The population of physicians in the U.S. should look like the population as a whole. But it doesn’t. African-Americans and Hispanics now make up about 31 percent of the U.S. population, but comprise just 15 percent of this year’s first-year medical students. That number would be higher if we could figure out how to keep potential medical students from falling through the leaks in the pipeline from grammar school to medical school and beyond.
The leaks are everywhere. Lack of family support: drip. Low-functioning schools: drip. Little guidance or support from teachers: drip. No role models or mentors: drip.
As an African-American girl growing up in a lower-middle-class neighborhood in North Carolina, one of those “drips” should have derailed my journey. Yet I managed to traverse the pipeline and become a physician. Here’s how.
My mother’s support
My mother gave me permission as a young girl to dream big: “You can be whatever you want to be,” she told me time and time again. It wasn’t until I was older that I realized how her empowerment would be tested by external limits.
My mom valued education and prioritized it for my sister and me. She understood how important it was to go to college, even though she didn’t complete college until we were adults. We were latchkey kids, but felt her presence even when she wasn’t home. Our homework had to be completed and on the coffee table by the time she got home from work. She took time to review our schoolwork with us. She built a structure that required us to do well academically. This initial foundation helped me develop habits that would later become important. She created the pipeline for me and sealed its beginning section.
Help from my community
The median income of a school’s neighborhood serves as a proxy for the quality of education the school provides. Stanford researchers have shown that in 100 of the largest U.S. cities, 75 percent of African-American and Hispanic students were segregated to schools with peers of low socioeconomic status, compared to just 33 percent of white students. This disparity was shown to contribute to diminished educational achievement due to poor access to resources and increased difficulty attracting higher-quality teachers.
I was destined to go to a low-income school lacking in strong classroom leadership. Yet that leak closed for me when I was afforded the opportunity to attend a newly opened and highly resourced secondary school. Families in my neighborhood attended city council meetings and fought for our inclusion in the prized school district, which had initially been built to serve the surrounding upper middle-class neighborhood. Over time, the school became known for having the best resources and the highest test scores in the city.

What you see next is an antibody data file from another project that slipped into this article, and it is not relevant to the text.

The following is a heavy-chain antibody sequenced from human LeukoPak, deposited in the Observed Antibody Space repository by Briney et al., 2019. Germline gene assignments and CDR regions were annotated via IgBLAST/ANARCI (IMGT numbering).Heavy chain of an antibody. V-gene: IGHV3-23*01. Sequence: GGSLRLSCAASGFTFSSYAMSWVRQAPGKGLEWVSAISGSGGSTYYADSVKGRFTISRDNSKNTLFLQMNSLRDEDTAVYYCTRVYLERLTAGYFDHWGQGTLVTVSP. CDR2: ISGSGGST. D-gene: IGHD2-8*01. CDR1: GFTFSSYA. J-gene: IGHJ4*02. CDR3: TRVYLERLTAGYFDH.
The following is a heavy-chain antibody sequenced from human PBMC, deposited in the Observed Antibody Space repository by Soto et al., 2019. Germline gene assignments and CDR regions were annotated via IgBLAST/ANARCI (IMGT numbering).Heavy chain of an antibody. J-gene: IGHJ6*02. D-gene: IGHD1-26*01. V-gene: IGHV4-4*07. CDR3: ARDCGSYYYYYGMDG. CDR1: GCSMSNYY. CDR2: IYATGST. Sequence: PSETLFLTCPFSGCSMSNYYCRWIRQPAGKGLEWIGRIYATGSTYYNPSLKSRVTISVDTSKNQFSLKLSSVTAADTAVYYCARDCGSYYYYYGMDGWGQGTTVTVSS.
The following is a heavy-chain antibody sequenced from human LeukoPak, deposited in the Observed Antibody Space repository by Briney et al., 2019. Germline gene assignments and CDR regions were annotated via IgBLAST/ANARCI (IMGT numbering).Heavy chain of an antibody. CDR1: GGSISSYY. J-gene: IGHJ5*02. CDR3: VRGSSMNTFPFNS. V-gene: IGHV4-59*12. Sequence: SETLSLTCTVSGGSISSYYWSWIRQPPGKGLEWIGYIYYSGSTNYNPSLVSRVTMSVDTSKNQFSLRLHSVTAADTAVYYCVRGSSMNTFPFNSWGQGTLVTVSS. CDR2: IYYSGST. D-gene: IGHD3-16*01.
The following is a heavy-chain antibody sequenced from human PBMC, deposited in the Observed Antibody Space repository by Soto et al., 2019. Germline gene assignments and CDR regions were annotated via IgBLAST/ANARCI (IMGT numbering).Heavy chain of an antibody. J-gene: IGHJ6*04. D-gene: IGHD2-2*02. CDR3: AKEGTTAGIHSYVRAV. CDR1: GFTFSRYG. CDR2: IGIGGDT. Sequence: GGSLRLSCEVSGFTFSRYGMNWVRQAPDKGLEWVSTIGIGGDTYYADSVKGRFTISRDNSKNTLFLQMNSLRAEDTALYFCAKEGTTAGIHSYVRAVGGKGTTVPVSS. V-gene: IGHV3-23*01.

The opportunity to enroll in this school let me escape the achievement gap that frequently eliminates minority students from consideration well before their opportunity to apply to college or medical school. Neighborhood parents fighting for equitable zoning policies kept me from slipping through the cracks and nudged me forward.
Teachers and counselors plugged important leaks
Teachers pulled me back into the pipeline when they noticed I was beginning to lose interest. I enjoyed science and math in elementary school. By the end of middle school, though, I began to follow the pattern of many black girls in my circle. We became interested in science at a young age but later succumbed to the “loss of interest” leak in the pipeline. I was fortunate that my high school biology teacher, Michelle Chadwick, pulled me back in by reinvigorating my interest and teaching me how to be successful.
She was an amazing teacher. She innovated in the classroom by making us write songs corresponding to different biological processes. We read fictional books about biological agents. We dissected cats and bred fruit flies. She did everything possible to keep our interest by making science fun. I continued to use many of her innovative techniques in medical school to help me learn information.